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A Big, Sad, Happy Day

Big: Oracle buys Sun.
Sad: Sun and I have a long, happy history together (in the UK, Sun engineers would frequently ring me up and ask for help; I knew a Sun 3/75 from top to bottom [I remember signing an NDA to get a look-see at the board schematics and other such “forbidden fruit”]). I have always regarded Solaris as the one ‘true’ Unix. Sun has always seemed innovative, young (sometimes immature) and ‘cool.’ I guess that coolness factor will evaporate now.
Happy: For a long time, it has seemed to me that Sun had lost its way. Now there will be a new pathway opening in front of it. Perhaps that pathway won’t be exactly the one it would have chosen for itself, but I am happy that some road remains…

Where now for Solaris?

Seems pretty clear: ‘Unbreakable’ Solaris, coming soon to a datacentre near you.

Where now for Java?

Ah. Now that is the question as far as I’m concerned, isn’t it?

It’s a major part of why Oracle wanted Sun…no doubt.

Oracle’s (even more than Sun’s) early statements of “Use your Java skills everywhere: from Stored Procedures in the database, through the server on to mobile devices.” always resonated with me: it made good business sense (and that should tell you what a doomed idea it was…)

Trouble is: history.

At first, Java was a pissy little language. I didn’t take it too seriously (didn’t stop me making $$$, though!).

Before release 1.1 came along, IBM contributed a big slab of technology and know-how and raised Java up quite a few levels. I saw some of this first-hand. Thus, for the longest time I said: “Java is practically a product of IBM’s experience; IBM should buy Java.” But over time, they stopped driving (or–more accurately, I guess–were prevented from driving) and so went off to play with Apache and then Eclipse. The end result is a lot of excellent Java-based tools and componentry but not enough at the ‘core.’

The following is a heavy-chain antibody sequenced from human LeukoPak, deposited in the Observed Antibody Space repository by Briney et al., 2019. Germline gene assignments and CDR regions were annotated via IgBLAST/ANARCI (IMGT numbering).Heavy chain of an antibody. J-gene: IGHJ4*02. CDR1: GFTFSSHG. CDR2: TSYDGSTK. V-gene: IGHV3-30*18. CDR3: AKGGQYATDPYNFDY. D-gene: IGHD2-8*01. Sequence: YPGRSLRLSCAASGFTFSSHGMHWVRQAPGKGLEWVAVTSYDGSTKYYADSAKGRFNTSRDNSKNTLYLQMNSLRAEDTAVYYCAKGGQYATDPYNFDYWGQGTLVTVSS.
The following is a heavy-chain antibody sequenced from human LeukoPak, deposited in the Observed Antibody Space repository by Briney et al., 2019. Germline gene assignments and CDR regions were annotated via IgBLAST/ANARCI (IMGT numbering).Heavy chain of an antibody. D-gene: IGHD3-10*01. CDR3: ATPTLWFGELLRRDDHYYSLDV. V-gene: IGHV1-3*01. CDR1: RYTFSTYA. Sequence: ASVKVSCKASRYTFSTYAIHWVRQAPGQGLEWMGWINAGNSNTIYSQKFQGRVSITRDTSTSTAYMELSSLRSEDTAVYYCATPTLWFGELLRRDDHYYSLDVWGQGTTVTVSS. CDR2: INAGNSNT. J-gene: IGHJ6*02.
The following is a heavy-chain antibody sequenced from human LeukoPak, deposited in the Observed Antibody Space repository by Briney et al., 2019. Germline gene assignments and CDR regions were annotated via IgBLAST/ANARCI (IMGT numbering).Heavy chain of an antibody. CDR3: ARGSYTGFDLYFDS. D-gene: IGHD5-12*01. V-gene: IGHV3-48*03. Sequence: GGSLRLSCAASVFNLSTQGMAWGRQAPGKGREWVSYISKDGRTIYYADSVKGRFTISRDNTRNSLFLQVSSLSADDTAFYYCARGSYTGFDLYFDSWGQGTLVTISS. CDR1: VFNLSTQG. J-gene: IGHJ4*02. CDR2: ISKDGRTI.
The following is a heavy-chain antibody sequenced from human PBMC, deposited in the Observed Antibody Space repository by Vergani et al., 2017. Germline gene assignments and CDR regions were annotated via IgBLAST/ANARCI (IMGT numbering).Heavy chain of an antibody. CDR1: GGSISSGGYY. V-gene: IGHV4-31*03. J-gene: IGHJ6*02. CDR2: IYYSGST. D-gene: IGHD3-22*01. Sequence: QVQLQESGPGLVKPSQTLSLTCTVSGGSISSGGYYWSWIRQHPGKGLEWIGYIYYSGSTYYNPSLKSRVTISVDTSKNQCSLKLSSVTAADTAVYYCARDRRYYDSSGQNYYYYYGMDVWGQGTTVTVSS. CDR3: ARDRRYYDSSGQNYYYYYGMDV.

IBM recently made a few noises but eventually didn’t follow though, it seems. Apparently however, they opened the door for Oracle to step through.

Oracle have used Java a lot; their fusion middleware stack, etc. is all Java; they have made some excellent products using Java; they have contributed to JCPs; they have bought other big users. This is all good. But I can’t see that they have ever really driven Java.

Stability seems to be what they need and will be aiming at.

Not that there is anything wrong with that.

The question is: what gets dropped?

Take IDEs: Oracle now has the Eclipse-based Workshop, JDeveloper and now Netbeans on its sheet. I was worried about them having two

Another: JRockit. What is going to happen to the best server-side JVM out there? I was pretty mad at Oracle for restricting access to JRockit after they bought BEA. Now it seems that the JVM pack of cards will be up in the air…

My prediction is that some other pissy little language is going to become “safe harboour” and the industry will run after it like some dumb slathering dog chasing a bone: “Never mind hey! There’s another silver bullet in the chamber, let’s see what that does!”

A proof of this, I offer SAP.

Seems inevitable, doesn’t it.

My vote would go to whitespace. If we’re going to throw away all the good stuff that has happened since the late ’90s, we may as well really throw it away ;-)

Let’s remember the “bad old days” too (not too long ago): when DEC forced BLISS at us, IBM wanted you to use PL/I, Burroughs were the ‘Algol’ shop, etc. etc. These days persist with all the silly little SQL dialects out there, not to mention Microsoft .Net. Do we really want to return to this? The vendors’ natural proclivities are to “lock us in” to their worlds…


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